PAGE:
The movie biopic of Bobby Darin’s life, BEYOND THE SEA is also, light, bouncy, extremely cheerful.  It’s full of glitter and beautifully filmed.  But there’s no darkness to contrast the beauty.  In fact, as you watch BEYOND THE SEA you may get the feeling that you’re watching a less than objective examination of Bobby Darin’s life.  I’ve read that Kevin Spacey worships at the alter of Bobby Darin and spent 17 years trying to get this movie made.  And it shows.  It’s most definitely a vanity project and it’s not a bad one.  I just don’t think it’s an altogether honest one.

The movie starts out with Bobby Darin (Kevin Spacey) on the set of a movie he’s making about his life.  He’s pissing off the crew and cast because he insists on take after take of the opening number.   A young boy pops up on the set.  Supposedly it’s the child actor (William Ullrich) who is playing Bobby Darin as a child but in a left turn the movie takes into fantasy, it turns out that this actually is the real young Bobby Darin who takes his older self on a journey through their mutual past as they attempt to understand and come to terms with their life.

We see how the young Bobby Darin suffered for much of his early life with rheumatic fever and his doctors didn’t expect him to live to see his 15th birthday.  Once his mother (Brenda Blethyn) introduces him to music, Bobby not only lives and thrives but goes on to a career in entertainment, assisted by his sister Nina (Caroline Aaron) her husband Charlie (Bob Hoskins) and his manager Steve Blauner (John Goodman) where he becomes a big hit with the teeny boppers with his first major hit; “Splish Splash”.

Now, the more perceptive of you who are familiar with my reviews may think that I rushed through an awful lot in the preceding paragraph.  Think of how I felt watching the movie.  It goes from the sickly Bobby Darin as a boy with one foot in the grave and the other on a banana peel to the adult Bobby Darin being a smash hit on ‘American Bandstand’ in the first half hour of the movie.  Considering the movie is nearly 2 hours long I was wondering what was going to fill up the rest of the running time.

I didn’t have to worry.  The rest of BEYOND THE SEA is mostly taken up with telling us what a great guy and what a brilliant performer Bobby Darin is.  Even though he’s described in some scenes as being ‘an arrogant asshole’ nobody in the movie really seems to mind all that much.  Nobody really argues with Bobby.  He never seems to have problems.  He marries Sandra Dee (Kate Bosworth) who was the hottest actress in Hollywood at that time.  His albums sell faster than hotcakes (how fast do hotcakes sell, anyway?) His club dates and concerts are standing room only.  Hollywood begs him to make movies.  He’s beloved by millions.  I was sitting watching the movie and waiting for Bobby Darin to roll back the rock and holla at Lazarus to come on out and play, as I was convinced it was going to happen sooner or later.

That’s the problem with BEYOND THE SEA.  Kevin Spacey is so in love with Bobby Darin that he obviously couldn’t bear to show us the dark side of the man or show us what struggles he certainly must have gone through during his career.  We understand why he was so driven to be a success since he considered every day to be a gift since he was supposed to have died as a child.  But if you go by the movie, Bobby Darin didn’t seem to have to work very hard for his success.  Or his relationships.  There’s a scene where he courts Sandra Dee with a lavish musical number and bingo, she ups and marries him.  Sandra Dee’s mother is violently opposed to the marriage but in virtually the very next scene, Moms is hanging out with Bobby and Sandra at home when their first child is born with no explanation of how they got from There to Here.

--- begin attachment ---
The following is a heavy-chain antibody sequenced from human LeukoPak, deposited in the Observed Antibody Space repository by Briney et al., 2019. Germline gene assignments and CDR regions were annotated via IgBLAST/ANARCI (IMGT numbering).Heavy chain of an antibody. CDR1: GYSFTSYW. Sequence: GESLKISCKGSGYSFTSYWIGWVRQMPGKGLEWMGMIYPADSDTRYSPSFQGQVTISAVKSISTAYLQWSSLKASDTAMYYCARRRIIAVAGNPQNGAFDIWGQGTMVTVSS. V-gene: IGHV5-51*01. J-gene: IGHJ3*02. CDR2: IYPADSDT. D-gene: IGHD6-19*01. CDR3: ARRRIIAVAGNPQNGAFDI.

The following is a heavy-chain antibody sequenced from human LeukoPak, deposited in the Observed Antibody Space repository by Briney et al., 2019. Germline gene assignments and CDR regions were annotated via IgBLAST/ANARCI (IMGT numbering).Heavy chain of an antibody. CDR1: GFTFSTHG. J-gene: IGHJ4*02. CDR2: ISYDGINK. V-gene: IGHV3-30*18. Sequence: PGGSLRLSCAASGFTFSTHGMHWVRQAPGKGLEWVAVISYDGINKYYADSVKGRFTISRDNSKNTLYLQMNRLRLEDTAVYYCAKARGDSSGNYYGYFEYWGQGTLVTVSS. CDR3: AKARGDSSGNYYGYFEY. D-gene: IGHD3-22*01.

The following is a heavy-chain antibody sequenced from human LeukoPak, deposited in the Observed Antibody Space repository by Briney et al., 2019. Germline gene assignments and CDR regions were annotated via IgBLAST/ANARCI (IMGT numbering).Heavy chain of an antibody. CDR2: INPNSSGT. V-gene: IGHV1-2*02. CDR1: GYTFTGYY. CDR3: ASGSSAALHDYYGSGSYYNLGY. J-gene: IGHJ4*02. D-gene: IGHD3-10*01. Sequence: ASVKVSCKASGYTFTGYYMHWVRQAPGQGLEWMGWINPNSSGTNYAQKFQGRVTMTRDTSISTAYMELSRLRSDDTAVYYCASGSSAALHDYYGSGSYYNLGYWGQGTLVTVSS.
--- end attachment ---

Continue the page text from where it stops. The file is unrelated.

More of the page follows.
There’s a nice scene where Bobby throws a tantrum after losing out on the Academy Award for Best Supporting Actor to Melvyn Douglas and Sandra Dee tells him quite sensibly that it took Douglas 40 years to get a nomination and it only took Bobby two and he should be happy with that.  But then the scene turns into a farce as both Bobby and Sandra get into a madcap chase as they try to beat each other in leaving the other first.  Yeah, I know how it sounds but that’s what happens.  We learn very little about Bobby’s relationship with his children other than he loves them very much and they love him (yawn) and there’s a major revelation in his life that causes him to write a stirring protest song against the war in Vietnam.

Don’t get me wrong: I’m not opposed to cheerful, happy movies and I’m glad that BEYOND THE SEA spared us the usual story arc that is standard operating procedure in a biopic of an entertainer.  But by presenting Bobby Darin as a near perfect icon with no flaws makes for some damn boring movie watching, I tell you what.  The most glaring example of this is when the movie takes time to show that Sandra Dee was an alcoholic but never shows us how Bobby dealt with it or indeed, how it was dealt with at all.  There’s a scene in Las Vegas when Bobby and Sandra talk about her drinking and Bobby makes a soulful plea for her to cut back on the booze and apparently she does so because the subject is never addressed again.  Hell, didn’t everybody back then drink to excess?  Maybe everybody except for Saint Bobby, I guess.

Maybe I’d better just concentrate on what I liked about the movie.  During its theatrical release there was a big deal made about how Kevin Spacey did his own singing in the movie and he even went on a nationwide tour with a full orchestra singing Bobby Darin songs.  And make no mistake: Kevin Spacey is a pretty good singer and he does a wonderful job of dancing in the movie’s several terrific musical numbers.  He’s no Sammy Davis, Jr. but he’s far better than you would expect him to be.  During the scenes where he performs at Las Vegas hotels you can see that Spacey would have been right at home hanging out with The Rat Pack.